The bridge, now out of service was opened by the Missouri-Pacific Railroad in 1903 and stayed in continuous service until 1992. The bridge and 73 miles of railroad in the same section of were subsequently handed over to the Arkansas Department of Parks and Tourism who are developing the Delta Heritage Trail Park in the property.

The Missouri-Pacific Delta Eagle

The Missouri-Pacific Delta Eagle regularly hauled passengers across the Yancopin Bridge starting in the late thirties. My good friend Jimmy Dale Peacock recalls riding on the Delta Eagle for the short hop to Snow Lake, Arkansas for a hunting trip in the fifties. You took the train to Snow Lake because the only roads available amounted to about a trip of more than 80 miles for a destination not far away. You had to detour around the vast White and Arkansas River bottoms, which are classic wetlands. Those conditions have not changed, except that now, there is  no rail service. (Archive photo, not shot by me).

I am told that painting the bridge was a never-ending  job. Two painters were assigned to the job permanently. Given weather conditions, to paint the entire bridge was probably measured in years, not months with two guys and two paint brushes doing the work.

Archive photo of Yancopin Bridge

The bridge was a popular spot for sight-seers. Here a family poses under the west end of the bridge. Note the height of the water in what appears to be cold weather. From the looks of the women’s clothing styles, the picture is probably from the twenties. (Archive Photo).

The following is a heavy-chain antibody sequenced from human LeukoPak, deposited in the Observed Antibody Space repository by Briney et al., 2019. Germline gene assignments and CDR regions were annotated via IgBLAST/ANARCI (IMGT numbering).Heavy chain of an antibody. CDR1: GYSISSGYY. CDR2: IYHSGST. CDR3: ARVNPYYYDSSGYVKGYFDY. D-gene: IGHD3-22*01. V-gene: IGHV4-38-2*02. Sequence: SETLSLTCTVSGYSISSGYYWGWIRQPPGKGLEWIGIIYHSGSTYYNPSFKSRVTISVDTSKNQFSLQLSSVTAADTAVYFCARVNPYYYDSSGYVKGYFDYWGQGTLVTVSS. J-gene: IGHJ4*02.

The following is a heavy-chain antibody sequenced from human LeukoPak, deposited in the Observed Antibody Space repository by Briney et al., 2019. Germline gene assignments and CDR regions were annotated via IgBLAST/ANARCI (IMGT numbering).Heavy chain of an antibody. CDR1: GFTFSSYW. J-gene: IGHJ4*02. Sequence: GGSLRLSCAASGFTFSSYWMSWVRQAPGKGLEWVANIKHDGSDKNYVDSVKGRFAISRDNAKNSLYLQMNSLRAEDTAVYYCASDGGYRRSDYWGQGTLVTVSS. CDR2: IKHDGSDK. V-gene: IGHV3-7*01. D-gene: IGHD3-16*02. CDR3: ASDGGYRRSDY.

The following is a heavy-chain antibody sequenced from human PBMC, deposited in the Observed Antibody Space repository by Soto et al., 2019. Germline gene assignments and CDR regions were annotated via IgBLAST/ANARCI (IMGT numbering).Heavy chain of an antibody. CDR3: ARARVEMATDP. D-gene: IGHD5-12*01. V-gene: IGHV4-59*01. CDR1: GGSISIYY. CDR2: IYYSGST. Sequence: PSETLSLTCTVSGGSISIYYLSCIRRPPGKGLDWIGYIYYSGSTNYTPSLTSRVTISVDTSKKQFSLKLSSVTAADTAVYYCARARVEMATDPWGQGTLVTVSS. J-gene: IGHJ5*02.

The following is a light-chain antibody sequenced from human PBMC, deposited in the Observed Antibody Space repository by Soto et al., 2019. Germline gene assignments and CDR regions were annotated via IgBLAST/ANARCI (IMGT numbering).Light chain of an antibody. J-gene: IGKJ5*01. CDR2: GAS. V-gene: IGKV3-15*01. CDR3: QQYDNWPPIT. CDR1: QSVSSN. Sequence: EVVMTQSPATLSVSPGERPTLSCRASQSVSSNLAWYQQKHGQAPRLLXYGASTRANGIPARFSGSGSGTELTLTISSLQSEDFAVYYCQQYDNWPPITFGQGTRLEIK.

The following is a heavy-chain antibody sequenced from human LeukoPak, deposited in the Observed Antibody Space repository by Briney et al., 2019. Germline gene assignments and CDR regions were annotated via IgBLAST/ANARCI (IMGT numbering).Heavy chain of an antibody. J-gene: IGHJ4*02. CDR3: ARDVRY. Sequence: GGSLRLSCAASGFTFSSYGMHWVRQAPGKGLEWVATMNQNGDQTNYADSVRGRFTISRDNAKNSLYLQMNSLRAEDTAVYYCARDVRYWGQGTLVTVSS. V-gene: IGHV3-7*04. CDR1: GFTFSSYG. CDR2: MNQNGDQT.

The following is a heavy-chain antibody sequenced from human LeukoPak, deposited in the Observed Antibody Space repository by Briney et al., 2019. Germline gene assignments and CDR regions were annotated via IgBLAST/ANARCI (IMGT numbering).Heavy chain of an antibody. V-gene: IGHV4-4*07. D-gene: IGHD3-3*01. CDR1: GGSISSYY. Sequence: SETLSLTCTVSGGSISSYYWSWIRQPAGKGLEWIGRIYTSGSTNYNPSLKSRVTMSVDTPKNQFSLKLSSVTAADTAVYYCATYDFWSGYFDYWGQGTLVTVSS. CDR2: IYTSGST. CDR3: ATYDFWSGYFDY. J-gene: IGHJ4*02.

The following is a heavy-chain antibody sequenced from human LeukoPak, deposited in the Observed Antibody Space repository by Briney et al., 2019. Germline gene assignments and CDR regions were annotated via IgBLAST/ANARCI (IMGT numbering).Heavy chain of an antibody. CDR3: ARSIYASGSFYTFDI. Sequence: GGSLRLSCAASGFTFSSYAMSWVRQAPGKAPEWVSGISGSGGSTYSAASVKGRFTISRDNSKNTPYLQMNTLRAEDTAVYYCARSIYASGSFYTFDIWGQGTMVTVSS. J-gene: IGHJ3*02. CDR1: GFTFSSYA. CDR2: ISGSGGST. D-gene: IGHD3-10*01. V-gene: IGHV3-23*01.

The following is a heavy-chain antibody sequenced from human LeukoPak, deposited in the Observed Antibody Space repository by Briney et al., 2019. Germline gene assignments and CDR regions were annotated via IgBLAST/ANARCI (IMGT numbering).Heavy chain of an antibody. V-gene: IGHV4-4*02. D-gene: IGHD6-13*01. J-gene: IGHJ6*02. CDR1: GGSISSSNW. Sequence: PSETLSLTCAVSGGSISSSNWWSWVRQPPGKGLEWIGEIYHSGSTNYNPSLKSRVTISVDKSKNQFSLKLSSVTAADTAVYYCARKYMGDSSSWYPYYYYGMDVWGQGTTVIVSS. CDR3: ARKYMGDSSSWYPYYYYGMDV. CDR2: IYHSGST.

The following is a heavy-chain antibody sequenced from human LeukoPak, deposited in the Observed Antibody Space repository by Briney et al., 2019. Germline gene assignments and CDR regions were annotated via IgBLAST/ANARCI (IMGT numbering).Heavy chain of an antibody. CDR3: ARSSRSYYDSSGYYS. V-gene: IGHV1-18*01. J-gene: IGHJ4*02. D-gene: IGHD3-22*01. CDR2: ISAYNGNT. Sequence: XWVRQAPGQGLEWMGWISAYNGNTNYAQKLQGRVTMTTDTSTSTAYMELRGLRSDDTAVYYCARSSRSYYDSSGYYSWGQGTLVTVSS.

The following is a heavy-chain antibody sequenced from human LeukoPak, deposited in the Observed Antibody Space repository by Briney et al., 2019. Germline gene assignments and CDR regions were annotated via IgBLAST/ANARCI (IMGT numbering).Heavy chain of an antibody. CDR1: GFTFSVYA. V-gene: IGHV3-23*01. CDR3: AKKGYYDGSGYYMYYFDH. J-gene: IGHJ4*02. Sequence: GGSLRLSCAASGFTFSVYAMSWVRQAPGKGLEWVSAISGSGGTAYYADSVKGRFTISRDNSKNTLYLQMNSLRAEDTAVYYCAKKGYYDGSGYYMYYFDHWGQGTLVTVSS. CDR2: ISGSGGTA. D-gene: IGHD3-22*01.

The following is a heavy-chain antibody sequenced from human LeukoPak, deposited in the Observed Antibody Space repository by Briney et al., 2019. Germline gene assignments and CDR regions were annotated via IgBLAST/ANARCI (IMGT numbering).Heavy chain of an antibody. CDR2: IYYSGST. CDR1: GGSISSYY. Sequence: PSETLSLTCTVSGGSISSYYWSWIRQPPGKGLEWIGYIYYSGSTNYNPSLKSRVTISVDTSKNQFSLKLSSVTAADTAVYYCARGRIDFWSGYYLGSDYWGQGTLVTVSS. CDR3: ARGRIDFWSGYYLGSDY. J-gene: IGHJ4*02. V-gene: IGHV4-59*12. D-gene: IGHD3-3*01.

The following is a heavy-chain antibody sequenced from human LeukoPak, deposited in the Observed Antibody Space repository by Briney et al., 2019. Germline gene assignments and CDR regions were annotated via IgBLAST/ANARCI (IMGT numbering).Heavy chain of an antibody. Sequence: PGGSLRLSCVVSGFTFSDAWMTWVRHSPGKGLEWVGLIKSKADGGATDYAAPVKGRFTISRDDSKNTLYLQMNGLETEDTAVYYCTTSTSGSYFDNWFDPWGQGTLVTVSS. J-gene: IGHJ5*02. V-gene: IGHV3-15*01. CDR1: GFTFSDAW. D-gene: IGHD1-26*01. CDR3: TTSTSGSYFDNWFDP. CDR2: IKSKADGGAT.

As many of you know, the Arkansas River is part of the McClellan-Kerr Arkansas River Navigation System which provides navigable waters for commercial river traffic from the Mississippi River northwest to the Port of Catoosa, near Tusla, Oklahoma. Just about three miles north of Yancopin Bridge, the navigation system, turns east and makes its way into the White River which empties into the Mississippi somewhat north of where the Arkansas empties into the big river.  This section of the river is legendary for producing lunker bass for sports anglers. It also supports commercial fishermen who ply the waters for buffalo, carp, and catfish. It is wild, wooly, and a great place to observe the rich natural heritage of Delta wetlands.

Old river structural remains

Just up river from the bridge are these remains from a previous river construction project. The jagged man-made patterns stand in stark contrast to the serene and well organized lines by Mother Nature. It is a designer’s dream.

Yancopin Bridge towers

Click on the bridge to see more pictues of it.


Every week we shoot more than we can post on Corndancer Photo of  the Week and Weekly Grist, so we post every thing on the two sites PLUS all of the “keepers” we did not post. This week, we have 20 new pictures in our all-photo gallery including more bridge shots and a couple of shots of the old McKennon Gin in Watson, Arkansas. Click here to see these pictures. You won’t see them anywhere else.

For bridge aficionados

Here are some other bridge posts:

A tale of two bridges, A tale of two bridges IITwo old Saline river bridges, and The bridge that nearly wasn’t.

Thanks for dropping by,

Joe Dempsey
Weekly Grist for the Eyes and Mind